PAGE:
Herein lies the paradigm shift of elite-level contestation. As economic resources to fuel settlements dwindled amid the crisis and stalling international support, polarisation became a matter of political survival, superseding interests in the remaining available economic rents. This shrinks the bargaining range as elites have to find consensus on deals without compromise on (alleged) political opposition.

The grand waiting game

While the bargaining range still isn’t zero, such polarisation contributes to a strategic dilemma. Settlements need (some) support from the public, influential elites and their cronies. For decades, however, elites have kept expectations unreasonably high as to what the public pool of resources can promise as rents to cronies. Billions of dollars through infrastructure procurement, clientelism in public service, or the Ponzi scheme in the banking sector set the bar high of what to expect from settlements.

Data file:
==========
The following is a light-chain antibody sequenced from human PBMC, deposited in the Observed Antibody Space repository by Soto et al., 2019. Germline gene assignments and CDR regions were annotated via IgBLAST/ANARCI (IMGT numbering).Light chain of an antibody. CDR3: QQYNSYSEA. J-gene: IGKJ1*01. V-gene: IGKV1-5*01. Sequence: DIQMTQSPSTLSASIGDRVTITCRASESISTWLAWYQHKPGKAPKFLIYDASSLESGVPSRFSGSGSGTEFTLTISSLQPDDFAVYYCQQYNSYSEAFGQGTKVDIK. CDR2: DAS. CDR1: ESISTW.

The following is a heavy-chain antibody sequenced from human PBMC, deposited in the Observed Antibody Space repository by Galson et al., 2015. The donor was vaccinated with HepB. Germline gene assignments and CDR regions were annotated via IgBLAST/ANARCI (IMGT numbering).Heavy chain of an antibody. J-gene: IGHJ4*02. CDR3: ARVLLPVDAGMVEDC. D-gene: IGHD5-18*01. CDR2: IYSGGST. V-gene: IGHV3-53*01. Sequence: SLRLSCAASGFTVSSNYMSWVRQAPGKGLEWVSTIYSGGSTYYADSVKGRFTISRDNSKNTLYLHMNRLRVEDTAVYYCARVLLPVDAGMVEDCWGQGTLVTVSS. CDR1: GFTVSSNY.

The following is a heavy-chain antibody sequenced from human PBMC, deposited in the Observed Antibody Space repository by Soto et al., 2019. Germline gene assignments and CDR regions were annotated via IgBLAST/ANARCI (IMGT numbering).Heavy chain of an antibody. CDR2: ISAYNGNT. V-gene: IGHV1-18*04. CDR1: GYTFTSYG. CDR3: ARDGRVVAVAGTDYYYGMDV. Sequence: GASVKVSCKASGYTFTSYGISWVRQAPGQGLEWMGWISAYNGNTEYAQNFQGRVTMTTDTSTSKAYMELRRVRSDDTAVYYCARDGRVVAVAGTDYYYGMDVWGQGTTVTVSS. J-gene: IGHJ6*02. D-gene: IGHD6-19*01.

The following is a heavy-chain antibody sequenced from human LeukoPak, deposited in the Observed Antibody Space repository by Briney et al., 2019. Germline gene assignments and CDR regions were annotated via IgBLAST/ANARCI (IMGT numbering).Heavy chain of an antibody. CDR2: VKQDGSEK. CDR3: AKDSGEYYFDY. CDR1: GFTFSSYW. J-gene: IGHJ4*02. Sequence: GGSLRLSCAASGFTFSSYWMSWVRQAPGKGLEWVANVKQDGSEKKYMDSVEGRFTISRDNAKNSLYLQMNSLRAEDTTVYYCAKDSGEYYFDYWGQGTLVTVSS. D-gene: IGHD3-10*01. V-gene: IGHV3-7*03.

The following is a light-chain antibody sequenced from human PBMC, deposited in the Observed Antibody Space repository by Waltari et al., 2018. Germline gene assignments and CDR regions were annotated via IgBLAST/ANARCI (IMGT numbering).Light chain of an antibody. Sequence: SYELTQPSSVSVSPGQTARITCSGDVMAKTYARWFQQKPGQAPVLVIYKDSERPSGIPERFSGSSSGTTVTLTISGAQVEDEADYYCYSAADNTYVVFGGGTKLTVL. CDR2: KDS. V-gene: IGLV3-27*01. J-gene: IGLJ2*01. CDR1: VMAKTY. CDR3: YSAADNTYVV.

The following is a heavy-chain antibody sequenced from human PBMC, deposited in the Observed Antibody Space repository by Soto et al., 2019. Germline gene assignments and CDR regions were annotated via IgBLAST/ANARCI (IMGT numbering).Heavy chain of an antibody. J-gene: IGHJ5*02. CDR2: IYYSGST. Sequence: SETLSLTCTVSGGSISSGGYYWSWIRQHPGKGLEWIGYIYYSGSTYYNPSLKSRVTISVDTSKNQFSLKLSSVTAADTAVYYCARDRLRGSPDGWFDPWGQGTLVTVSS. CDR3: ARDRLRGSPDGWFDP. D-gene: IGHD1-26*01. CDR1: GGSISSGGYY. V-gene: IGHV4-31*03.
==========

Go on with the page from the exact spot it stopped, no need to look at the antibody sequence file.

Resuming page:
Today, such high expectations remain unmatched and adjust only slowly to new realities. Unreasonably strong narratives prevail that ‘deposits are sacred’ and the ‘money will come back’ with the help of the IMF or, more prominently, the proceeds from offshore gas exploration.

These narratives are simply unfounded. After three years of crisis and countless reports and papers, elites know that. So why cling to narratives that are so detrimental? Elites could start taming their language, adjust their public messaging to new realities and slowly wind down expectations.

The dilemma is that, at this point, elites’ best individual strategy is to wait in order to strengthen their bargaining position. As the internal, domestic pool of resources has become unattractive, future resources, most notably from gas exploration, are hailed from parties across the political spectrum as low-cost opportunities to resolve the current crises. Other developments in the banking sector too incentivise elites to wait. Inflation and the economic crisis pressure more and more depositors to liquidate their deposits, reducing pressure on the balance sheets of banks that are closely connected to political elites.